During a menstrual cycle, the blood may become dark red or brown near the end of the cycle because the blood is older and is not being released as quickly. This is a normal color change during a menstrual cycle, explains WebMD.
The lining of a woman's uterus becomes thick during ovulation, elaborates WebMD. This is to prepare for a fertilized egg to implant itself in the uterus. When an egg is not fertilized, meaning a woman does not become pregnant, that uterine lining is expelled along with blood. This is the start of the menstrual cycle.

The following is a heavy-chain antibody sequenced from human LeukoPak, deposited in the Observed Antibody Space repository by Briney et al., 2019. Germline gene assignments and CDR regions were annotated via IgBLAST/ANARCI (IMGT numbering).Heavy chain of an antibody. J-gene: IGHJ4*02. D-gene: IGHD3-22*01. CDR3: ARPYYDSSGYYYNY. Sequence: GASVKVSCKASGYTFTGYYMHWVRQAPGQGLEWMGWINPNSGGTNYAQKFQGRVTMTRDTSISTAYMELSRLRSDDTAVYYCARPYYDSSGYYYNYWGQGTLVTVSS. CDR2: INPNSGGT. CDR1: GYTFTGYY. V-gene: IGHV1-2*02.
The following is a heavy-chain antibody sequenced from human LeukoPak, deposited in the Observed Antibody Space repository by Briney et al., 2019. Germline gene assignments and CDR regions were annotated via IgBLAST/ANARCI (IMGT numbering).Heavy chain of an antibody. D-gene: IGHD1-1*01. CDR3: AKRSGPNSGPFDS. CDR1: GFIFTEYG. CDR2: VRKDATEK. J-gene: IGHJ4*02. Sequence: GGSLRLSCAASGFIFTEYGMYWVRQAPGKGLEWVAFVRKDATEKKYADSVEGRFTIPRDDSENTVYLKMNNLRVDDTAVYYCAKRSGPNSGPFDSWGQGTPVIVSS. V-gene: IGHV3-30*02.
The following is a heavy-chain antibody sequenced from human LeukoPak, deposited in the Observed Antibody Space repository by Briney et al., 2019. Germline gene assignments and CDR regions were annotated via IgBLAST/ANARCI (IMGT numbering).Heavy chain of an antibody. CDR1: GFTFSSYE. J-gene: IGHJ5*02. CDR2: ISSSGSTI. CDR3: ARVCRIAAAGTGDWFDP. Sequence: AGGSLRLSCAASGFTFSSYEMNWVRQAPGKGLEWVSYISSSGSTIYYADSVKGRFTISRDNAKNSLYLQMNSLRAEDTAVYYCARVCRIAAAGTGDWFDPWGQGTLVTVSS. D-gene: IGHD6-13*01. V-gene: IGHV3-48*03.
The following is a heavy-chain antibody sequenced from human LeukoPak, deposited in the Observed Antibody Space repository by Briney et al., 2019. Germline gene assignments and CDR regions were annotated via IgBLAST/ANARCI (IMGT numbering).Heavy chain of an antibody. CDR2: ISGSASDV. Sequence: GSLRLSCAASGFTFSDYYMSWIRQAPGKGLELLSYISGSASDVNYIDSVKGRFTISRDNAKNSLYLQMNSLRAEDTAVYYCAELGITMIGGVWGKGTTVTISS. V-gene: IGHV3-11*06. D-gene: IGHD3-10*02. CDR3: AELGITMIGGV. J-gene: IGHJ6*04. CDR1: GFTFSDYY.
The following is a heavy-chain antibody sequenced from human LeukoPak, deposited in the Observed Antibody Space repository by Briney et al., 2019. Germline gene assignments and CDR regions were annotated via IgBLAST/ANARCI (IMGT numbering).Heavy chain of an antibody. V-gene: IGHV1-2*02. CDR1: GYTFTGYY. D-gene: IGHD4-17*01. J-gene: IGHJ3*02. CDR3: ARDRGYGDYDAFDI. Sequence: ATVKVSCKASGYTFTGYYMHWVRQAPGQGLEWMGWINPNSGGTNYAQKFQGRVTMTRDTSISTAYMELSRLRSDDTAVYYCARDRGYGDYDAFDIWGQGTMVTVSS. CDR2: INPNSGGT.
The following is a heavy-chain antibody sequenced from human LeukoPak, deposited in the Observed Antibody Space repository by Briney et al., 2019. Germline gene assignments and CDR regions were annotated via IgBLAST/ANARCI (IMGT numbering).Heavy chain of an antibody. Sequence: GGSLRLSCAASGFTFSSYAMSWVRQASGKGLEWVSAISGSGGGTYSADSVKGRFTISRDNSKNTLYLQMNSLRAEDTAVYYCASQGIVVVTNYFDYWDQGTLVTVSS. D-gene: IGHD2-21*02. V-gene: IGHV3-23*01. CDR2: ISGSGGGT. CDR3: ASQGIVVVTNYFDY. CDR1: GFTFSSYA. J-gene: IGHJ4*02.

A normal period releases between 4 and 12 teaspoons of blood and other fluids, according to WebMD. The blood and fluids are released during a two-to-seven-day period though the average length of the menstrual cycle is between three and five days. The blood can start out as red and may have some clots at the beginning of the period or menstrual cycle. As the period continues, the blood can change color as it ages. The darker color in period blood is normal. When there are any sudden changes in a period from one month to another, periods are persistently heavy, or excessive clotting is noted, a physician should be consulted.